Initially, victims are treated very well. In fact, abusers sweep them off their feet in a whirlwind romance. It’s like a storybook. Victims feel so lucky and dazzled by how attentive and thoughtful the abusers are, lavishing with expensive gifts and flattery. It feels like the love of a lifetime. Abusers slowly begins to exert more and more control over victims and usually under the guise of “protecting” or “helping.”

Abusers isolates victims from friends and relatives that would spot any problems or support victims’ considerations of leaving. Abusers do this by eroding the victims’ trust in others and even accusing them of wrongdoing to drive a wedge in any other relationships.

If the emotional abuse begins to lose effectiveness in controlling the victim, that’s when physical violence usually begins.

“By the time it goes physical, they’re so broken down psychologically, and sexually, and verbally, and via social media,” Murphy said. “They just remember the fear and the overwhelming emotions that can trump fear: shame and embarrassment. ‘What did I do to make this person who called me soulmate to do this? Finally, someone in the world ‘got’ him and that was me?”

She added that many victims feel as if it’s their life work to rescue the abuser, as if they are uniquely qualified to be the only one who really understands.

At this point, victims are in the most danger. They need to build a network of people to help. That may include repairing relationships that the abuser has damaged and seeking help with a trained counselor. Well-meaning friends who want to “patch things up” between them likely will make things worse. Abusers are very likely to retaliate against victims in this situation in private and since they cannot see anything they’ve done wrong, they will blame victims “causing problems” in the relationship.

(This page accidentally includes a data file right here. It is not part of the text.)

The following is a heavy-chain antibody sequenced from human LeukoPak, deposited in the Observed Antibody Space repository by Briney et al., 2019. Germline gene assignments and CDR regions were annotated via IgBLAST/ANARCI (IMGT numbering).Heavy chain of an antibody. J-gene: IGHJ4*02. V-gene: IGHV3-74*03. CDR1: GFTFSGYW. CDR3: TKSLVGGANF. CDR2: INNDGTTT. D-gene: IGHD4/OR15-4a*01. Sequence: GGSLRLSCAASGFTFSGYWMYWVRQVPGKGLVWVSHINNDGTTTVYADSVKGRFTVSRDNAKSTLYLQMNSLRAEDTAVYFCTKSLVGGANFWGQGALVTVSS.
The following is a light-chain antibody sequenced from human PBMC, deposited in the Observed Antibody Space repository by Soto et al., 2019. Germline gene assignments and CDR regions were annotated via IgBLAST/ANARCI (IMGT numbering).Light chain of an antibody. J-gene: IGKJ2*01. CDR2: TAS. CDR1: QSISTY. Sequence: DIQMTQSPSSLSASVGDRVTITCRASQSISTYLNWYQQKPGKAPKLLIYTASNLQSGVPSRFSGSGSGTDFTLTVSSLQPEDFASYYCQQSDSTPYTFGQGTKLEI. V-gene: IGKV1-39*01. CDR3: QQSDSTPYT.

Hoping the abuser will change, staying for the children’s sake or thinking that couple’s therapy will help are all reasons victims stay. But abuse is not a marriage problem; it’s one-sided.

Anger management classes won’t help, either since anger doesn’t cause the problem.

Goodtherapy.com states, “Research shows that men who are abusive often lash out at their partners or spouses with the intent of enforcing what they believe to be their rights, but that they are generally able to keep from reacting in an abusive manner when individuals other than their wives or children do not meet their expectations. This behavior is rooted in logic, demonstrating rationalization that makes it less likely that battering behavior stems from a mental illness, although it may in some cases.”

Most of the time, leaving the relationship is the only option when abusers have a personality disorder. Among those who are chemical dependent, only those who are willing to complete rehabilitation have hope of stopping battering.

Leaving is usually the only safe choice long-term, yet it’s also fraught with peril in the process.

“It’s complex, dangerous business trying to get out,” Murphy said. “That’s why you need a domestic violence advocate. You didn’t cause it and it’s not your fault. We never tell our clients what to do and share with them the resources one piece at a time and it’s highly effective.”